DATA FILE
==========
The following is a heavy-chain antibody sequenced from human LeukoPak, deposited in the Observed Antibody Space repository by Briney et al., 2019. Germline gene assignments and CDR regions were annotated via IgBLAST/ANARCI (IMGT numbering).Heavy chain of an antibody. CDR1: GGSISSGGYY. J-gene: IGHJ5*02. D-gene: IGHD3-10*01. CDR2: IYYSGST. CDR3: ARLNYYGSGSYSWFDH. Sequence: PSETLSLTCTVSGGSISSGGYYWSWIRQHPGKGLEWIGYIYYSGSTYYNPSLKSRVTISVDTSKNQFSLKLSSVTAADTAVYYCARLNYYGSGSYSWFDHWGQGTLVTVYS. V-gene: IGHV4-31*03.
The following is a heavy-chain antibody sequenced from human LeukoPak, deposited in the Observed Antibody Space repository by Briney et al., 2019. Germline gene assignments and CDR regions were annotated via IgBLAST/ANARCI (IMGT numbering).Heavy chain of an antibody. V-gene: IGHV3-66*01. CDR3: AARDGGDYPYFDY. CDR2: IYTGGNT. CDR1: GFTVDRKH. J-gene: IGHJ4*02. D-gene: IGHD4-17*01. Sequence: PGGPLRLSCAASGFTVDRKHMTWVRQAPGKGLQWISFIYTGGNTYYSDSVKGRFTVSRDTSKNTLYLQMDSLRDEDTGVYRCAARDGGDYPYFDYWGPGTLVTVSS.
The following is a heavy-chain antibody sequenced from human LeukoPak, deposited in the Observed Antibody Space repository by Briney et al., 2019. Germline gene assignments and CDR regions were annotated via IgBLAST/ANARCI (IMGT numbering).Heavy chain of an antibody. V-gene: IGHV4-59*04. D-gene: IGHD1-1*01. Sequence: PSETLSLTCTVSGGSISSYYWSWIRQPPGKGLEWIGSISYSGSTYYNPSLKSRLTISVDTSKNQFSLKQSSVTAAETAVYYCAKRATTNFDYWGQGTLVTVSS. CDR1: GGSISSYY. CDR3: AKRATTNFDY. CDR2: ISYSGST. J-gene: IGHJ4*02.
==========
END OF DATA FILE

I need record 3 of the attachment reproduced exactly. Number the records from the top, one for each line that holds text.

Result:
The following is a heavy-chain antibody sequenced from human LeukoPak, deposited in the Observed Antibody Space repository by Briney et al., 2019. Germline gene assignments and CDR regions were annotated via IgBLAST/ANARCI (IMGT numbering).Heavy chain of an antibody. V-gene: IGHV4-59*04. D-gene: IGHD1-1*01. Sequence: PSETLSLTCTVSGGSISSYYWSWIRQPPGKGLEWIGSISYSGSTYYNPSLKSRLTISVDTSKNQFSLKQSSVTAAETAVYYCAKRATTNFDYWGQGTLVTVSS. CDR1: GGSISSYY. CDR3: AKRATTNFDY. CDR2: ISYSGST. J-gene: IGHJ4*02.